Only minimal amounts of topical corticosteroid reach the dermis and subsequently the systemic circulation after application to most normal skin areas; more absorption occurs from the scrotum, axilla, eyelid, face, and scalp than from the forearm, knee, elbow, palm, and sole.b

Absorption is markedly increased by loss of the skin’s keratin layer and by inflammation and/or diseases of the epidermal barrier (e.g., psoriasis, eczema).1 16 17 b d

Distribution

Extent

Not known whether topical alclometasone is distributed into milk.c d

Elimination

Metabolism

Once absorbed through the skin, topically applied corticosteroids are metabolized primarily in the liver.22 b

Elimination Route

Topical corticosteroids and metabolites are excreted by the kidneys and, to a lesser extent, in bile.1 22

Stability

Storage

Topical

Cream and ointment: 2–30°C.1 Some manufacturers state 20–25°C.d Consult product information for specific recommendations.

Actions

  • Precise mechanism of action for topical anti-inflammatory activity is unknown; therapeutic benefit in the management of corticosteroid-responsive dermatoses mediated primarily through anti-inflammatory, antipruritic, and vasoconstrictive actions.c d

  • Anti-inflammatory effects may occur through induction of phospholipase A2 inhibitory proteins (lipocortins); decreased arachidonic acid release from membrane phospholipids.d Decreased arachidonic acid precursors may downregulate biosynthesis of potent inflammatory mediators (e.g., prostaglandins, leukotrienes).d

  • Decreases inflammation by stabilizing leukocyte lysosomal membranes, preventing release of destructive acid hydrolases from leukocytes; inhibiting macrophage accumulation in inflamed areas; reducing leukocyte adhesion to capillary endothelium; reducing capillary wall permeability and edema formation; decreasing complement components; antagonizing histamine activity and release of kinin from substrates; reducing fibroblast proliferation, collagen deposition, and subsequent scar tissue formation; and possibly by other mechanisms as yet unknown.b

What are some things I need to know or do while I take Aclovate?

  • Tell all of your health care providers that you take Aclovate. This includes your doctors, nurses, pharmacists, and dentists.
  • Do not use to treat diaper rash.
  • Do not use tight-fitting diapers or plastic pants if treated part is in the diaper area. This may cause more drug to get into the body.
  • Talk with your doctor before you use other drugs or products on your skin.
  • Do not put on cuts, scrapes, or damaged skin.
  • Use care when putting on a large part of the skin or where there are open wounds. Talk with the doctor.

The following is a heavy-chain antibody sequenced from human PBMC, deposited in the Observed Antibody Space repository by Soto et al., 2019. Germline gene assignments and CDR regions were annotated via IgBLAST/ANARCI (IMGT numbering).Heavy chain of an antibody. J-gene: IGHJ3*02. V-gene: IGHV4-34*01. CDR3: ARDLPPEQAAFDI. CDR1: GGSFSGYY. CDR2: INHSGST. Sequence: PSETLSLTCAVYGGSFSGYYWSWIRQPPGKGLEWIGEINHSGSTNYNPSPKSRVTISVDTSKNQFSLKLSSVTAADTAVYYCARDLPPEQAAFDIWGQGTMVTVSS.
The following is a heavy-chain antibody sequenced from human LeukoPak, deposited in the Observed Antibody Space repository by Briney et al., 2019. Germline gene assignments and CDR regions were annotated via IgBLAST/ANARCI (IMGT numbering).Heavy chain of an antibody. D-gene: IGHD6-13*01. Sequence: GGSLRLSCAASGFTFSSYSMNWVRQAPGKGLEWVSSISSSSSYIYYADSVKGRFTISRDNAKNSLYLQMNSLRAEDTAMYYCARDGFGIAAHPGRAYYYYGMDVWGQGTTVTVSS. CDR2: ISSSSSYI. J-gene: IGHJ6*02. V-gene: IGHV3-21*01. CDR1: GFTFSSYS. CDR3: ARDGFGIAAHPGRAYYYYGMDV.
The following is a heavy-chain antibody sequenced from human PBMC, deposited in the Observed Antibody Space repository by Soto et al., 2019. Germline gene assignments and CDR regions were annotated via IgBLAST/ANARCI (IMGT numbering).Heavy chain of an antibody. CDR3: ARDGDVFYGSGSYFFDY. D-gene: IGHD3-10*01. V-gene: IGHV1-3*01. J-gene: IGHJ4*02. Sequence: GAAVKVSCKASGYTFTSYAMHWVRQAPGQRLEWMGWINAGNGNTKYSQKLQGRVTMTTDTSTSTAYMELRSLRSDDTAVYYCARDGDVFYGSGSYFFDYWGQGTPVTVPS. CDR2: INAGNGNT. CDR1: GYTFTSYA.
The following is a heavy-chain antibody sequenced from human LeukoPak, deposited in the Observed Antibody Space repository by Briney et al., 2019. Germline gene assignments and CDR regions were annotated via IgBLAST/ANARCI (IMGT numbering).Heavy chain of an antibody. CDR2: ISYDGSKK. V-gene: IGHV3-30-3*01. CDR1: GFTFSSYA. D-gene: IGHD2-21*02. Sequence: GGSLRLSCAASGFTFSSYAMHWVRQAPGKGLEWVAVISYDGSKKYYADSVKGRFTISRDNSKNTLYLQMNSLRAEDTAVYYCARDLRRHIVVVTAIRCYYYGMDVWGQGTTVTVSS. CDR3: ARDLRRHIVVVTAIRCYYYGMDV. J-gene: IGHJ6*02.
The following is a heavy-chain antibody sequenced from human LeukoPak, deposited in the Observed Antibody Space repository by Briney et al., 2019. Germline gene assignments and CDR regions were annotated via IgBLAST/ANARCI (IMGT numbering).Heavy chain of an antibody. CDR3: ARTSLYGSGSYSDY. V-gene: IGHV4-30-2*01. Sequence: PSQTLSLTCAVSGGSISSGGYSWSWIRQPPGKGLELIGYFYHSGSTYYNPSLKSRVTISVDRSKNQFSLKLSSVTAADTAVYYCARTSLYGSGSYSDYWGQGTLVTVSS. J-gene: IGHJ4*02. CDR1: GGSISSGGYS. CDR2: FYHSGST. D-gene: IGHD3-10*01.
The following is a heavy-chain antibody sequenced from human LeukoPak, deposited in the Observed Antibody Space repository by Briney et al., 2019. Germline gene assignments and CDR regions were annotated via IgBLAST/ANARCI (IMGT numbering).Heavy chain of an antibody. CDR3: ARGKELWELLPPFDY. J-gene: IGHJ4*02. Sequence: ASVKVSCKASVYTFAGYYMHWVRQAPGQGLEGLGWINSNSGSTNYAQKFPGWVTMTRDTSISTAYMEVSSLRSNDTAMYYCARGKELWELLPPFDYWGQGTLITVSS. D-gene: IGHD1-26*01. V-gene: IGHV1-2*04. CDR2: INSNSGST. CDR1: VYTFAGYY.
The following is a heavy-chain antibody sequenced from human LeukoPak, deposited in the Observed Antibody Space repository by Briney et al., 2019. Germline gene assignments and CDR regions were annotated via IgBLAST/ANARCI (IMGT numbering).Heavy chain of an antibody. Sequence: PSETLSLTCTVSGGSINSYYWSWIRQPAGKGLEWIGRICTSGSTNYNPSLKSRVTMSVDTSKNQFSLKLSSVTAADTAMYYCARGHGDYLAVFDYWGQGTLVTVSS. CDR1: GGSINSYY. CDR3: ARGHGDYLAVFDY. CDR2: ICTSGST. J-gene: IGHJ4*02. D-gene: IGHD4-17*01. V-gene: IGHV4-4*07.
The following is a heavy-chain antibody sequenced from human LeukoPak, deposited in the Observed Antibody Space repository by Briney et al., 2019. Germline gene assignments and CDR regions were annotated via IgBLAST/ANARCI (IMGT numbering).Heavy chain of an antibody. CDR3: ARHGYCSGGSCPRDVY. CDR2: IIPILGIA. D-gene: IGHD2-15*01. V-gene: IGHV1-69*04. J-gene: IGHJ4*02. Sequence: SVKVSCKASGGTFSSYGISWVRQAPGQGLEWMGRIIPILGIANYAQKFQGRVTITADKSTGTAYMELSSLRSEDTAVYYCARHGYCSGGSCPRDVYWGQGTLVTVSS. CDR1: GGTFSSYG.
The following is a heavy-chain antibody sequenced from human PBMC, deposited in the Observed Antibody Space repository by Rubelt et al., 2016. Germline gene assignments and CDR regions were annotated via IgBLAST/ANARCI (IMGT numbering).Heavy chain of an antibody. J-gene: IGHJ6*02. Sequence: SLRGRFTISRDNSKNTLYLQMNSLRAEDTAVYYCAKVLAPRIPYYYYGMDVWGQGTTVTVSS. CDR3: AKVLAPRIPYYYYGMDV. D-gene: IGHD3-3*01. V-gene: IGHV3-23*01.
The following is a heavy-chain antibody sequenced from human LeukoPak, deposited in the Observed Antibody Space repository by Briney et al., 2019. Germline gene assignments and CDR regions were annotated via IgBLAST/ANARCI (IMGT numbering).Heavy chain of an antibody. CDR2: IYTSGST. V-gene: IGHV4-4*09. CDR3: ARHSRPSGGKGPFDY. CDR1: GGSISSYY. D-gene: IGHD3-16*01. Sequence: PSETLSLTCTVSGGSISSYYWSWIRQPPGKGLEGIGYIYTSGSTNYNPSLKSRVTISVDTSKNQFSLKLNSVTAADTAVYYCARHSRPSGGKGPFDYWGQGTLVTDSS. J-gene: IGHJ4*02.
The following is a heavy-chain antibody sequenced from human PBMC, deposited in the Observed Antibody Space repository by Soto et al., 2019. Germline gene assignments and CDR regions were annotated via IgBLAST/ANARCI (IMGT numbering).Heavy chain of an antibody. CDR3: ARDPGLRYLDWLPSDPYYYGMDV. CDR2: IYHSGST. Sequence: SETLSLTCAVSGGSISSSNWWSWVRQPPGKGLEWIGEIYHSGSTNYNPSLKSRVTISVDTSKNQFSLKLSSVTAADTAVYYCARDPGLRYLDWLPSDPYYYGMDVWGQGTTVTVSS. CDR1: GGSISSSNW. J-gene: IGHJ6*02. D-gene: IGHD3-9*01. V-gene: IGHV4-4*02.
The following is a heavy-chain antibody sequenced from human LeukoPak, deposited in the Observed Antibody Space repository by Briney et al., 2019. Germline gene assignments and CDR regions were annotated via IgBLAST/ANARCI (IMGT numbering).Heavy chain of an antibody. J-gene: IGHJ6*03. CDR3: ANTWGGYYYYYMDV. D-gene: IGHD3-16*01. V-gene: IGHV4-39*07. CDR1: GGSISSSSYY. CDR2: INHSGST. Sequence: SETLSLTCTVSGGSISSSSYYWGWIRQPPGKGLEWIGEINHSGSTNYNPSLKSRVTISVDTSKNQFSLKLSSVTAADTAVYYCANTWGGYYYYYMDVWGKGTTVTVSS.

• Do not use longer than you have been told by the doctor.
  • Use with care in children. Talk with the doctor.
  • Do not give this medicine to a child younger than 1 year of age.
  • This medicine may affect growth in children and teens in some cases. They may need regular growth checks. Talk with the doctor.
  • Tell your doctor if you are pregnant or plan on getting pregnant. You will need to talk about the benefits and risks of using Aclovate while you are pregnant.
  • Tell your doctor if you are breast-feeding. You will need to talk about any risks to your baby.

What are some other side effects of Aclovate?

All drugs may cause side effects. However, many people have no side effects or only have minor side effects. Call your doctor or get medical help if you have any side effects that bother you or do not go away.

These are not all of the side effects that may occur. If you have questions about side effects, call your doctor. Call your doctor for medical advice about side effects.

You may report side effects to the FDA at 1-800-FDA-1088. You may also report side effects at http://www.fda.gov/medwatch.

Indications and usage

Aclovate® Cream and Ointment are low to medium potency corticosteroids indicated for the relief of the inflammatory and pruritic manifestations of corticosteroid-responsive dermatoses. Aclovate® Cream and Ointment may be used in pediatric patients 1 year of age or older, although the safety and efficacy of drug use for longer than 3 weeks have not been established (see PRECAUTIONS: Pediatric Use). Since the safety and efficacy of Aclovate® Cream and Ointment have not been established in pediatric patients below 1 year of age, their use in this age-group is not recommended.

PACKAGE LABEL – PRINCIPAL DISPLAY PANEL – 60 G LABEL

NDC 0462-0263-60

PHARMADERM®

Aclovate® Cream, 0.05%

(alclometasone dipropionate cream)

For dermatologic use only – Not for ophthalmic use.

Rx only 60 g

Pharmacology

Mechanism of Action

Corticosteroids decrease inflammation by stabilizing leukocyte lysosomal membranes, preventing release of destructive acid hydrolases from leukocytes; inhibiting macrophage accumulation in inflamed areas; reducing leukocyte adhesion to capillary endothelium; reducing capillary wall permeability and edema formation; decreasing complement components; antagonizing histamine activity and release of kinin from substrates; reducing fibroblast proliferation, collagen deposition, and subsequent scar tissue formation

Pharmacokinetics

Absorption: 3% absorbed systemically after 8 hr following skin application